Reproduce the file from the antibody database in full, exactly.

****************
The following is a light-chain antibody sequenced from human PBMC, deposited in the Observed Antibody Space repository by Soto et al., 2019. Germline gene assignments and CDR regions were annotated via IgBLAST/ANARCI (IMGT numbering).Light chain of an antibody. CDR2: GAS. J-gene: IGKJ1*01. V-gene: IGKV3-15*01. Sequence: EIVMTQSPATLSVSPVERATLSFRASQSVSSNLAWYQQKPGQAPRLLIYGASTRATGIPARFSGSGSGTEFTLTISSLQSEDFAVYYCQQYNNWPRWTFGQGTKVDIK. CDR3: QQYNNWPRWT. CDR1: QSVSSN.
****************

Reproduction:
The following is a light-chain antibody sequenced from human PBMC, deposited in the Observed Antibody Space repository by Soto et al., 2019. Germline gene assignments and CDR regions were annotated via IgBLAST/ANARCI (IMGT numbering).Light chain of an antibody. CDR2: GAS. J-gene: IGKJ1*01. V-gene: IGKV3-15*01. Sequence: EIVMTQSPATLSVSPVERATLSFRASQSVSSNLAWYQQKPGQAPRLLIYGASTRATGIPARFSGSGSGTEFTLTISSLQSEDFAVYYCQQYNNWPRWTFGQGTKVDIK. CDR3: QQYNNWPRWT. CDR1: QSVSSN.